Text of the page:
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Contact: Jason Ginder, 409-951-6700
We are pleased to report that the Big Thicket National Preserve Visitor Center has reopened to the public. On September 5th, we began distributing Hunting Permits for the 2017-18 hunting season. Currently, only 5 miles of trails have been cleared and opened to the public, including the Sundew Trail, the Pitcher Plant Trail, the Beech Woods Trail, the Bird Watchers Trail, and the inner loop of the Kirby Nature Trail. All other trails are closed until safety and condition assessments can be completed. If you come across a "Trail Closed" sign, please do not enter the trail. Many bridges, boardwalks, and trail surfaces have been significantly impacted by the storm. No backcountry camping permits will be issued until additional trail assessments can be completed. If you have questions, please contact the preserve visitor center.
As part of the Southeast Texas community, National Park Service employees have been working since the beginning of the storm to assist our employees and neighbors. During the week of August 21, the staff of Big Thicket National Preserve activated its "Tropical Storm and Hurricane Plan", preparing facilities and personnel for the arrival of Tropical Storm Harvey. By the time the storm made landfill on Friday, August 25th, it had reached hurricane status. Due to unprecedented flooding, intermittent power outages, and a lack of potable water, all preserve facilities remained closed for more than a week. On Wednesday, August 29th, the preserve stood up a local Type 3 Incident Command Team, led by Big Thicket National Preserve Fire Management Officer Fulton Jeansonne, to begin to ensure preserve employees are accounted for and safe, complete a professional condition assessment of park assets, and initiate ordering of recovery resources.
Throughout the storm and post-storm events National Park Service (NPS) Park Rangers worked side-by-side with Texas Parks and Wildlife Officers and other local officials rendering aid too many community members. NPS staff used airboats and other specialized equipment to rescue Southeast Texans from the rising flood waters.
NPS staff have assessed the northern units of the preserve and determined that all structure are sound. Widespread and persistent flooding has hampered work in many of the preserve’s southern units, especially in the Beaumont Unit and the Pine Island Bayou Corridor Unit.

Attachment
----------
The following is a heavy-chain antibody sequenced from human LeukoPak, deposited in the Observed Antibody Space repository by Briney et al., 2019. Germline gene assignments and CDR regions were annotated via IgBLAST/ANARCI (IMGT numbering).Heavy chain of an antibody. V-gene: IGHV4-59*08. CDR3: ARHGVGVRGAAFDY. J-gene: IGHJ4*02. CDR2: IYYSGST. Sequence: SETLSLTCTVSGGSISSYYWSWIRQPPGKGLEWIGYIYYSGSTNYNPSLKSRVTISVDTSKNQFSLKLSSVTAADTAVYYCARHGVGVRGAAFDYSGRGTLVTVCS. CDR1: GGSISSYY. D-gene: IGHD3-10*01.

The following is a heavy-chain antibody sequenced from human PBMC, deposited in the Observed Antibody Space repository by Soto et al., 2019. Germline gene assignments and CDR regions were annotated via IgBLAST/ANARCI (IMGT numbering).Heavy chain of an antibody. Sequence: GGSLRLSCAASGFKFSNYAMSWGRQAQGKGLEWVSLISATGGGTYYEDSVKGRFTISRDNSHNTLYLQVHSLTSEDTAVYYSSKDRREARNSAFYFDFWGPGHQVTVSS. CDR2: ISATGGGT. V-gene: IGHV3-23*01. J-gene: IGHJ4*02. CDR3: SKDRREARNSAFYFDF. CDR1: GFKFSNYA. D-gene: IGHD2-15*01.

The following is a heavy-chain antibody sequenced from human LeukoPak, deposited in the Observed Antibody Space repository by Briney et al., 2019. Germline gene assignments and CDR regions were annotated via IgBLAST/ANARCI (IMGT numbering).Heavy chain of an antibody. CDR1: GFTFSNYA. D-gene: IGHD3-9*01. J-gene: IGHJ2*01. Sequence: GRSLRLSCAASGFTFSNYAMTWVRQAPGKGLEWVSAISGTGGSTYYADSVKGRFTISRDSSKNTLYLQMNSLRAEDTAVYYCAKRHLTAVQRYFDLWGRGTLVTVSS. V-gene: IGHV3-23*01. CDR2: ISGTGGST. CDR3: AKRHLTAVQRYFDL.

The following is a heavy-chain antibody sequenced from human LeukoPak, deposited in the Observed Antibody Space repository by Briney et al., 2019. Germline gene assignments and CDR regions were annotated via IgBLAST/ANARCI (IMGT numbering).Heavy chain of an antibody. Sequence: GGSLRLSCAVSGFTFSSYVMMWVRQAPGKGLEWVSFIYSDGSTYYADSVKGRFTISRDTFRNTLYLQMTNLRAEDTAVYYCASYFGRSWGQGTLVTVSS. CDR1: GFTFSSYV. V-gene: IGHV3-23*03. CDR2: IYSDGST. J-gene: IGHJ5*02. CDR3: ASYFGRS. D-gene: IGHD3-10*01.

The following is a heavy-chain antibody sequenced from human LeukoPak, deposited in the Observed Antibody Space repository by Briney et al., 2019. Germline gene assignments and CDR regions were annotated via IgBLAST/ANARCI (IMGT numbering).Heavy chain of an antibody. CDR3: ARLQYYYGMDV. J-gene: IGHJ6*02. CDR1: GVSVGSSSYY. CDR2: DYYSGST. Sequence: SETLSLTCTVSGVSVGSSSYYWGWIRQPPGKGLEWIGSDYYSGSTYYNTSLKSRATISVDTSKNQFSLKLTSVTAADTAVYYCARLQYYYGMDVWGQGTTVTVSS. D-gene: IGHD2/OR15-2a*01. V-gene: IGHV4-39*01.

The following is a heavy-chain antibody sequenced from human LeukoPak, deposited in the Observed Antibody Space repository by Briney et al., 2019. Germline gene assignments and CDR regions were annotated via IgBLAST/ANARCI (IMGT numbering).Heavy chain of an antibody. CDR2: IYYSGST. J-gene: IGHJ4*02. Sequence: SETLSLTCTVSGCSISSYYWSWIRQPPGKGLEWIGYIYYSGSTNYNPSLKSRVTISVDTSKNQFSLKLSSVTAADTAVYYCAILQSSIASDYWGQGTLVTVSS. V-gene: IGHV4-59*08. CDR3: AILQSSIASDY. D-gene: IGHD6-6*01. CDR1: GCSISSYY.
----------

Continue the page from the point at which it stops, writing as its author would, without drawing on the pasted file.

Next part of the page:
On Saturday, September 2nd, Big Thicket National Preserve staff was joined by an eleven-person Intermountain Region Incident Management Team, a group of the Department of the Interior and National Park Service employees from across the country, here to assist in damage assessment and incident response. With their assistance, park staff began working to survey all park trails and day use areas.
At this time, visitors should consider all access points and day-use areas managed by the National Park Service along the Neches River to be closed. Floodwaters have carried in debris, compromised banks, and created unsafe conditions along all creeks, rivers, and waterways throughout the region. Due to high flood waters, increased flow, and strong currents, we discourage visitors from attempting to paddle or motorboat any waterway in the preserve.
We are pleased to report that post-Hurricane Harvey rescue efforts wrapped-up successfully and safely and overall operations are gearing down. Assessment of the park infrastructure will continue for many weeks to come.
The Intermountain Region Incident Management Team demobilized on Sept 5th and all remaining incident response will be completed by the Big Thicket National Preserve Type 3 Incident Command Team.
For general information about Big Thicket National Preserve, visit www.nps.gov/bith or call the preserve visitor center at 409-951-6700. Visit us on Facebook www.facebook.com/BigThicketNPS, Twitter www.twitter.com/BigThicketNPS, and Instagram www.instagram.com/BigThicketNPS.